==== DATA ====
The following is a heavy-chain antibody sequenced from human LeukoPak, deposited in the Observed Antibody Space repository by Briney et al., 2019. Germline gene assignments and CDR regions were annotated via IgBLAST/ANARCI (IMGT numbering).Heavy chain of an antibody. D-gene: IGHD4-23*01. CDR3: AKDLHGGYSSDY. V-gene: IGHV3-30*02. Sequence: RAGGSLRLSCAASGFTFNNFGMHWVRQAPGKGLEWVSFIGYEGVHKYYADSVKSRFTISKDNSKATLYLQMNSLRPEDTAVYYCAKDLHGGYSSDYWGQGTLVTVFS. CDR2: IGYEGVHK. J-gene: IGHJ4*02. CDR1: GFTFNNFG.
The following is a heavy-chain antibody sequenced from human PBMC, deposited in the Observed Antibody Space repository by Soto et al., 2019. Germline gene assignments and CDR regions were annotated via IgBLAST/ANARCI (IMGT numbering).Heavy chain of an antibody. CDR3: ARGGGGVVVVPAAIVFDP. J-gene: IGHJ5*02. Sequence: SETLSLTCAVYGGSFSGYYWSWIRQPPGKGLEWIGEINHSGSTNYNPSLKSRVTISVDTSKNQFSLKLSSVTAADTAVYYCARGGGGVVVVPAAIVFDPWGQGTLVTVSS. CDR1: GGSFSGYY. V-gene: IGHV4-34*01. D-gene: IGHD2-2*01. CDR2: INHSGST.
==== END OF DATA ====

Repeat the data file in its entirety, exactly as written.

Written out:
The following is a heavy-chain antibody sequenced from human LeukoPak, deposited in the Observed Antibody Space repository by Briney et al., 2019. Germline gene assignments and CDR regions were annotated via IgBLAST/ANARCI (IMGT numbering).Heavy chain of an antibody. D-gene: IGHD4-23*01. CDR3: AKDLHGGYSSDY. V-gene: IGHV3-30*02. Sequence: RAGGSLRLSCAASGFTFNNFGMHWVRQAPGKGLEWVSFIGYEGVHKYYADSVKSRFTISKDNSKATLYLQMNSLRPEDTAVYYCAKDLHGGYSSDYWGQGTLVTVFS. CDR2: IGYEGVHK. J-gene: IGHJ4*02. CDR1: GFTFNNFG.
The following is a heavy-chain antibody sequenced from human PBMC, deposited in the Observed Antibody Space repository by Soto et al., 2019. Germline gene assignments and CDR regions were annotated via IgBLAST/ANARCI (IMGT numbering).Heavy chain of an antibody. CDR3: ARGGGGVVVVPAAIVFDP. J-gene: IGHJ5*02. Sequence: SETLSLTCAVYGGSFSGYYWSWIRQPPGKGLEWIGEINHSGSTNYNPSLKSRVTISVDTSKNQFSLKLSSVTAADTAVYYCARGGGGVVVVPAAIVFDPWGQGTLVTVSS. CDR1: GGSFSGYY. V-gene: IGHV4-34*01. D-gene: IGHD2-2*01. CDR2: INHSGST.